I think that culture clash is at the root of this problem and so the Vatican is likely perplexed about what hapend and why.

I would write this off as an unworthy attempt by the Vatican and let it drop:

"Never atribute to malice what can be explained by stupidity and incompetence."

AB

Rod,

I don't think that I am doing a very good job arguing my point. Let me suggest a slightly different tack:

When Vatican aparently takes a public position that it thinks unwise and regrets, how should they climb down?

Carrie

Michael wrote:

I haven't seen the movie, plan to and expect to like it a lot. But that doesn't mean that I want the Pope, my bishop or pastor declaring "it is as it was" as if they were present in Jerusalem on the day it happened.

This bothers me as much as it does you. "It is as it was." implies a personal witness. As in "I was there and I saw it, and this movie depicts exactly what happened." It's not a reference to Catholic theology. It's a reference to personal experience. Or perhaps one could say "phenomenology?"

Christopher H.

When Vatican aparently takes a public position that it thinks unwise and regrets, how should they climb down?

Why should the Pope's personal reaction-an 11 letter utterance just after seeing the movie- be considered "taking a public position"? Can they not just say, "Yeah he said that but it was his own opinion and he was not speaking about a matter of faith and morals so go see it for yourself, or not, and decide for yourself".

Rod Dreher

AB: That said, I don't think that the Vatican tried to brand anybody a liar and that this is a clumsy attempt to climb-down from a position that they don't think that they should have taken in the first place.

Didn't want to, but did. This is the effect of the Vatican's shenanigans. Good intentions do not erase this fact.

Here's an idea for the Vatican to extricate itself from this mess: try telling the truth. Amazing how effective that can be.

Jim

I hope that no one would be silly enough to think that the Pope's purported utterance ("It is as it was") was, if said, anything more than the expression of one man's opinion. If it was interpreted by people as a definitive pronouncement by the Pope on the historical accuracy of an artistic work, then those people have assigned almost magical powers to the papal office. How could anyone literally pronounce that a movie made in the 21st century is an accurate representation of events that happened 2000 years ago?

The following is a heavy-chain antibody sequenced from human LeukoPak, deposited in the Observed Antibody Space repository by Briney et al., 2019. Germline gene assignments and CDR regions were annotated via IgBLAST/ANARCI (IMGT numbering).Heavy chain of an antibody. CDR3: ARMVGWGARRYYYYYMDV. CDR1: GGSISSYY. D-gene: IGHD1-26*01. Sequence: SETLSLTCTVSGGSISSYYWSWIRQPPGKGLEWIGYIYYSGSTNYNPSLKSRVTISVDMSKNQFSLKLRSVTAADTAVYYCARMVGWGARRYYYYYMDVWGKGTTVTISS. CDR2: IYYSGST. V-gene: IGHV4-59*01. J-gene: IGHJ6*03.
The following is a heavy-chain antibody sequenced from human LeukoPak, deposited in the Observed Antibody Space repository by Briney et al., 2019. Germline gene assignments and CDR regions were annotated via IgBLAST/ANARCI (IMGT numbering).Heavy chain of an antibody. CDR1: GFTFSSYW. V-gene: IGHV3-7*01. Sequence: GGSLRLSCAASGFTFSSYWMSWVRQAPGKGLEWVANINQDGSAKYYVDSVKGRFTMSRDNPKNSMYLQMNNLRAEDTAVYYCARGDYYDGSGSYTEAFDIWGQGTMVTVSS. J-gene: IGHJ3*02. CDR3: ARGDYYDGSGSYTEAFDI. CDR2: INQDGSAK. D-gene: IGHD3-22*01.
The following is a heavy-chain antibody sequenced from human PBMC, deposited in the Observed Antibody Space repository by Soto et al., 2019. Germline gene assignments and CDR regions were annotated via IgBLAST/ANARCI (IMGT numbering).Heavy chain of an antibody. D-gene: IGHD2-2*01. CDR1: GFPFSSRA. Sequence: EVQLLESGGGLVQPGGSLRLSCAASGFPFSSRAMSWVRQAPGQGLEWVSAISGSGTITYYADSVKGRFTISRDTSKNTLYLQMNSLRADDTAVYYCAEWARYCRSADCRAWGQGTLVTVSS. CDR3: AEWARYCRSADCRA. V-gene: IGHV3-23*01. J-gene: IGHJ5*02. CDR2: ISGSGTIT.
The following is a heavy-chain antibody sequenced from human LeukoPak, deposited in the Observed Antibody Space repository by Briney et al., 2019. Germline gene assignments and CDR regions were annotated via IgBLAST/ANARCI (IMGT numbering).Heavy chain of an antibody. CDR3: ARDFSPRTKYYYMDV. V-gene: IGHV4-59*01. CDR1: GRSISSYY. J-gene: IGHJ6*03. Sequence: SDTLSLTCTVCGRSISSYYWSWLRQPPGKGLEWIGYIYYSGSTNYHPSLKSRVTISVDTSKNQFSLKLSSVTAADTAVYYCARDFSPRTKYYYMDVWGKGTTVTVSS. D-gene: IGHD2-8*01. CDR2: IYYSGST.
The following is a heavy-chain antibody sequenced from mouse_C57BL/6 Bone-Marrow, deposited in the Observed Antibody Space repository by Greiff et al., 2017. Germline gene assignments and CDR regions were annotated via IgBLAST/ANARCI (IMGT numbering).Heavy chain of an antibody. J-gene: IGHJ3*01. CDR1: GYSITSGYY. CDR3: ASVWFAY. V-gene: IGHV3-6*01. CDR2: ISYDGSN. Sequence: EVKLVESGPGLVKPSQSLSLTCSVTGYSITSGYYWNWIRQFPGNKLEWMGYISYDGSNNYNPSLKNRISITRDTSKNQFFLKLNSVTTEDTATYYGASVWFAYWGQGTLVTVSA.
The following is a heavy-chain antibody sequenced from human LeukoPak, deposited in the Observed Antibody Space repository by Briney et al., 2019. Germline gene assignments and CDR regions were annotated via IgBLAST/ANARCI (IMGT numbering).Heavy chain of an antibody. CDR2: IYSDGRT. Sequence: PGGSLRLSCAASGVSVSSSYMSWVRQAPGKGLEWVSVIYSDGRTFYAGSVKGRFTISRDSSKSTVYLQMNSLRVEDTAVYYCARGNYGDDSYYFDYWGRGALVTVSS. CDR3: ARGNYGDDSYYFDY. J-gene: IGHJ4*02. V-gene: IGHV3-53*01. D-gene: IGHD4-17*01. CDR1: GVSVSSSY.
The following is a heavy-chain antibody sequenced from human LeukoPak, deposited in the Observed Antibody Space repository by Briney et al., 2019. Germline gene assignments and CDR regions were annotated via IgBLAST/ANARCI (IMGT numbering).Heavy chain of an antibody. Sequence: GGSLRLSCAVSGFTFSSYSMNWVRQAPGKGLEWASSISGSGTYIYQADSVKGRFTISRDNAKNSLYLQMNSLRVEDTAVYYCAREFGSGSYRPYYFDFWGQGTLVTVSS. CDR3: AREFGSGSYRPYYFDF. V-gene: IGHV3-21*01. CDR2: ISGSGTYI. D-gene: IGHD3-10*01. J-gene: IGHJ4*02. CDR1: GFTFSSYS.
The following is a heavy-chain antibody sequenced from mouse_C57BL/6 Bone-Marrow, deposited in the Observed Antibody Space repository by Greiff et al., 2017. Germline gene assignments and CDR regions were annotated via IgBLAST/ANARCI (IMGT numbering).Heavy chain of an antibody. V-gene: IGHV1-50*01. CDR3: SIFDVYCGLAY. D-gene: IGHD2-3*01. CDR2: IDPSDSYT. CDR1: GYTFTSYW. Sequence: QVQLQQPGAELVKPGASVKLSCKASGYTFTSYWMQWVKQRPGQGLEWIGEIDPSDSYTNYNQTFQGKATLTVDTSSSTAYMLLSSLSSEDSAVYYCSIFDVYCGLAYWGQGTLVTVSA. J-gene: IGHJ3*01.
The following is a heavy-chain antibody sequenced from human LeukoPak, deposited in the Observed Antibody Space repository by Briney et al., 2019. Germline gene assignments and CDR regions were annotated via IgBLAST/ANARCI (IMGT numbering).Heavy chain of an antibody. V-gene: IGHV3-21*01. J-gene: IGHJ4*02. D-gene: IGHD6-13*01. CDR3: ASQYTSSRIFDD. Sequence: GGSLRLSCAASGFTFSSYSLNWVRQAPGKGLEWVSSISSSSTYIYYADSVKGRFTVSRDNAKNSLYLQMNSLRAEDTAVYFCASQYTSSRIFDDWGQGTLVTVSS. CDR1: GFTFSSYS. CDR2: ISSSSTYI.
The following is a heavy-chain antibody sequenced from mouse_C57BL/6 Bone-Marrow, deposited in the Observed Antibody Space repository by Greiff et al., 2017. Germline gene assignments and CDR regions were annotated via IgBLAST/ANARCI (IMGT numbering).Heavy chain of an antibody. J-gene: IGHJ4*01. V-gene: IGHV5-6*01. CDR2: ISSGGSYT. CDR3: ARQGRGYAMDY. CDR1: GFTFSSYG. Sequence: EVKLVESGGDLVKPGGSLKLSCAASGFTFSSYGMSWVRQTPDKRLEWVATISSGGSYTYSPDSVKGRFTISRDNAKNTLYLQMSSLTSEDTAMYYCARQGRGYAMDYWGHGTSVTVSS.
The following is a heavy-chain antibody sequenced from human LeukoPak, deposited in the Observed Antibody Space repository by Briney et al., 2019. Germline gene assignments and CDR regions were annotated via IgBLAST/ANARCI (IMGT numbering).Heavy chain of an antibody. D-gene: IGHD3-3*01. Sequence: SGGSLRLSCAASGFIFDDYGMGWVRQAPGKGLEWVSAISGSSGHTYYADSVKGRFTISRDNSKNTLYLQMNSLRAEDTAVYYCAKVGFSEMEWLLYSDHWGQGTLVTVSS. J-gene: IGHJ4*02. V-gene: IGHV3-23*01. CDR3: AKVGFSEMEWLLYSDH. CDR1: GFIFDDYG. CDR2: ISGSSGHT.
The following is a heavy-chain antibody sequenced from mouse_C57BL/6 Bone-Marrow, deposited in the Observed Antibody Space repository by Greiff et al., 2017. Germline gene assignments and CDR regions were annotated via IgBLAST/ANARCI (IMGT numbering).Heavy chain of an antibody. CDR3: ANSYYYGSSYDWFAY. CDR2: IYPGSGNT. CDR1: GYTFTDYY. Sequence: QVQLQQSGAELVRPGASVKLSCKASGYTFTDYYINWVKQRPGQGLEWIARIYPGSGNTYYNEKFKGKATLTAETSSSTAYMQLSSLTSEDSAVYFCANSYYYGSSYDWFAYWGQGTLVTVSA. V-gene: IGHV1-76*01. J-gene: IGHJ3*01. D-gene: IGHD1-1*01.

I'm very interested in the Pope's opinion on a work of art. I would not be interested in the least in his "canonization" of a movie by Mel Gibson.

Carrie

Would it be inappropriate to bring up the flak over plans for an ecumenical cathedral at Fatima at this point? That story got about as garbled as this one is getting. It was another case of say something and then retract it, leaving everyone in doubt as to what really is planned for Fatima's future.

Rod Dreher

I'm going to be interviewed about this controversy for ABC "World News Tonight." Tune in this evening if you're interested.

Carrie

How could anyone literally pronounce that a movie made in the 21st century is an accurate representation of events that happened 2000 years ago?

How, indeed, Jim. Yet that appears to be what the Pope did. The statement seems to carry conviction. Of course there is wiggle room in "translation." He may actually have said something in Polish for all we know.

I guess a lot of you can simply dismiss this as just a non-event. Personally, I can't. Coupled with the obfuscation coming from our chanceries, it will taint Vatican pronouncements for me for quite a while in the forseeable future.